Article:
I’ve made a few pitchforks for historical museums over the years, though I can hardly say I’m an expert. Curtis Buchanan called me a few months ago and said he wanted to make a pitchfork. Here’s some photos from my weekend in Jonesborough, eating the Buchanan’s good food and making pitchforks with Curtis and a neighbor of his. We had a ball! Thanks to Curtis’s neighbor Ben for taking many of these photos:
The process starts much as a chair back does: riving, squaring, tapering, octagonalizing….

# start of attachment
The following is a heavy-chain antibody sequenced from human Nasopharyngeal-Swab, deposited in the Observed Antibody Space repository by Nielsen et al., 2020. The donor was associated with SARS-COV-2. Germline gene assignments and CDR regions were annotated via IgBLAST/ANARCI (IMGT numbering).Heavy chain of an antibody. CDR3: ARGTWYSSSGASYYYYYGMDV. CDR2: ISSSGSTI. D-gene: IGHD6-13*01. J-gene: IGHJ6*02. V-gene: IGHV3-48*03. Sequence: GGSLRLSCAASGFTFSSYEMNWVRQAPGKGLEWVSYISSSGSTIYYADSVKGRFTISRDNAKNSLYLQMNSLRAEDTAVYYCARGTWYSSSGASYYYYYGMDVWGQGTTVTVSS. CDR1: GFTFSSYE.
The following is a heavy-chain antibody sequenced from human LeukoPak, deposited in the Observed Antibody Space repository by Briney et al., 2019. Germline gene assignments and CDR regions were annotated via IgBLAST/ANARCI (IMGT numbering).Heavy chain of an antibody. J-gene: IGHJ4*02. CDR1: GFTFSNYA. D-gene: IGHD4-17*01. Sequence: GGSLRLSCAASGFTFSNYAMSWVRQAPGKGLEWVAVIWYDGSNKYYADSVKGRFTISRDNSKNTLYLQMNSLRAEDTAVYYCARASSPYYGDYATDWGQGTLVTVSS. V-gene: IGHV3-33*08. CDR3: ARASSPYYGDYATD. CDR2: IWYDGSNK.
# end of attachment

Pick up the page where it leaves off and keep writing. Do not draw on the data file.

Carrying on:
Curtis boring holes for the dowel-spreaders with my help.
Curtis sawing the tines apart…
…and stopping to tell a story.
Riveting the tines together to prevent the tines splitting when we bend the fork.
Ben talking philosophy as the forks steam.
Here I’m splitting dowel spreaders from dry stock.
Ben driving the spreaders through a dowel plate.
Out of the steam box, the spreaders are driven through the holes.
Then the fork is inserted into the form.
The tines are spread.
The handle bent up…
Here we’re spreading the tines, first with clamps…
Curtis nailing the tines to the spreader dowels.